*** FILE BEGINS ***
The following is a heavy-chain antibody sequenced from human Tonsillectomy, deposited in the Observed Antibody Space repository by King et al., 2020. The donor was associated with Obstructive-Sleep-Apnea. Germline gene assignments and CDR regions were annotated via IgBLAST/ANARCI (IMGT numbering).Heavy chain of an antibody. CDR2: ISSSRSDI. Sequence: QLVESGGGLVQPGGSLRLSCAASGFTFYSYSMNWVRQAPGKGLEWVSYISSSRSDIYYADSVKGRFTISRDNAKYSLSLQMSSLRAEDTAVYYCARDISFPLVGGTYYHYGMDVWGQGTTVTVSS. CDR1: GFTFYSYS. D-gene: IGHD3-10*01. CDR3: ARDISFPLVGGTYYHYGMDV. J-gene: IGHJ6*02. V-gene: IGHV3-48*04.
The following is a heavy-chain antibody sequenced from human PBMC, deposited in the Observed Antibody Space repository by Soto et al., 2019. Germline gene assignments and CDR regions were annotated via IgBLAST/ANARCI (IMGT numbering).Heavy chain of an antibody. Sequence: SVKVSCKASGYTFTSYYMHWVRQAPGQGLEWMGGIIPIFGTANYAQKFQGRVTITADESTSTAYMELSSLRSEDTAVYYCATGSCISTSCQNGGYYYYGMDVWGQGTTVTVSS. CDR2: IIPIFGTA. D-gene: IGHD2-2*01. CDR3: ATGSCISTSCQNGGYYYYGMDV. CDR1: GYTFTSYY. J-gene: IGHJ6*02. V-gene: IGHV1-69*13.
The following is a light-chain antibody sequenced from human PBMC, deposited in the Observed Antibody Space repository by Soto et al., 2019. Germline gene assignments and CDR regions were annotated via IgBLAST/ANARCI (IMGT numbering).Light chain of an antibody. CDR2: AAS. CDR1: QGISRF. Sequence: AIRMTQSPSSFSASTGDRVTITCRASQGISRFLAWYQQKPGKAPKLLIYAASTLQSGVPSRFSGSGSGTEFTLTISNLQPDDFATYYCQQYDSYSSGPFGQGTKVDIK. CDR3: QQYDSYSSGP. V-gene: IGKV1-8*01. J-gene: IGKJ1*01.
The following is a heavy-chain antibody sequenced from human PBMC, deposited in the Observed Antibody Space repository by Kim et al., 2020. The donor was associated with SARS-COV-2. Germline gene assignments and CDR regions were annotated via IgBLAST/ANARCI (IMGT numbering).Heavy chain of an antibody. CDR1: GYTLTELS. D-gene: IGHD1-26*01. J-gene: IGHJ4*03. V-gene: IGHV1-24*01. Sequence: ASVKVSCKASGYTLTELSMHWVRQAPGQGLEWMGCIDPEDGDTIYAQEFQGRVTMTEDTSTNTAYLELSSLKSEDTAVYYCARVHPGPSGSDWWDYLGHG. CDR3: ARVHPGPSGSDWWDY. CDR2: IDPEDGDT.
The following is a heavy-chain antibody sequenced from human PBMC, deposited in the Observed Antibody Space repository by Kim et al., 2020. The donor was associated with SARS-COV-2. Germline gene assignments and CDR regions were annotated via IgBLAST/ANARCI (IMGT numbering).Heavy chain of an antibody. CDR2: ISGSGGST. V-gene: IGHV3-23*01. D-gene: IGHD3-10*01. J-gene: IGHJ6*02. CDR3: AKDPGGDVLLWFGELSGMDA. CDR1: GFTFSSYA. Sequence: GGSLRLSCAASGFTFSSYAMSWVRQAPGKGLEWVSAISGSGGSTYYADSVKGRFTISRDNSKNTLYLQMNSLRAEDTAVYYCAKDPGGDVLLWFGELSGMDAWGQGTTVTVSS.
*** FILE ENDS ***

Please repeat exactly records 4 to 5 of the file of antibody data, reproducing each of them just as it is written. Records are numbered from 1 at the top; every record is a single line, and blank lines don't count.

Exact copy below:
The following is a heavy-chain antibody sequenced from human PBMC, deposited in the Observed Antibody Space repository by Kim et al., 2020. The donor was associated with SARS-COV-2. Germline gene assignments and CDR regions were annotated via IgBLAST/ANARCI (IMGT numbering).Heavy chain of an antibody. CDR1: GYTLTELS. D-gene: IGHD1-26*01. J-gene: IGHJ4*03. V-gene: IGHV1-24*01. Sequence: ASVKVSCKASGYTLTELSMHWVRQAPGQGLEWMGCIDPEDGDTIYAQEFQGRVTMTEDTSTNTAYLELSSLKSEDTAVYYCARVHPGPSGSDWWDYLGHG. CDR3: ARVHPGPSGSDWWDY. CDR2: IDPEDGDT.
The following is a heavy-chain antibody sequenced from human PBMC, deposited in the Observed Antibody Space repository by Kim et al., 2020. The donor was associated with SARS-COV-2. Germline gene assignments and CDR regions were annotated via IgBLAST/ANARCI (IMGT numbering).Heavy chain of an antibody. CDR2: ISGSGGST. V-gene: IGHV3-23*01. D-gene: IGHD3-10*01. J-gene: IGHJ6*02. CDR3: AKDPGGDVLLWFGELSGMDA. CDR1: GFTFSSYA. Sequence: GGSLRLSCAASGFTFSSYAMSWVRQAPGKGLEWVSAISGSGGSTYYADSVKGRFTISRDNSKNTLYLQMNSLRAEDTAVYYCAKDPGGDVLLWFGELSGMDAWGQGTTVTVSS.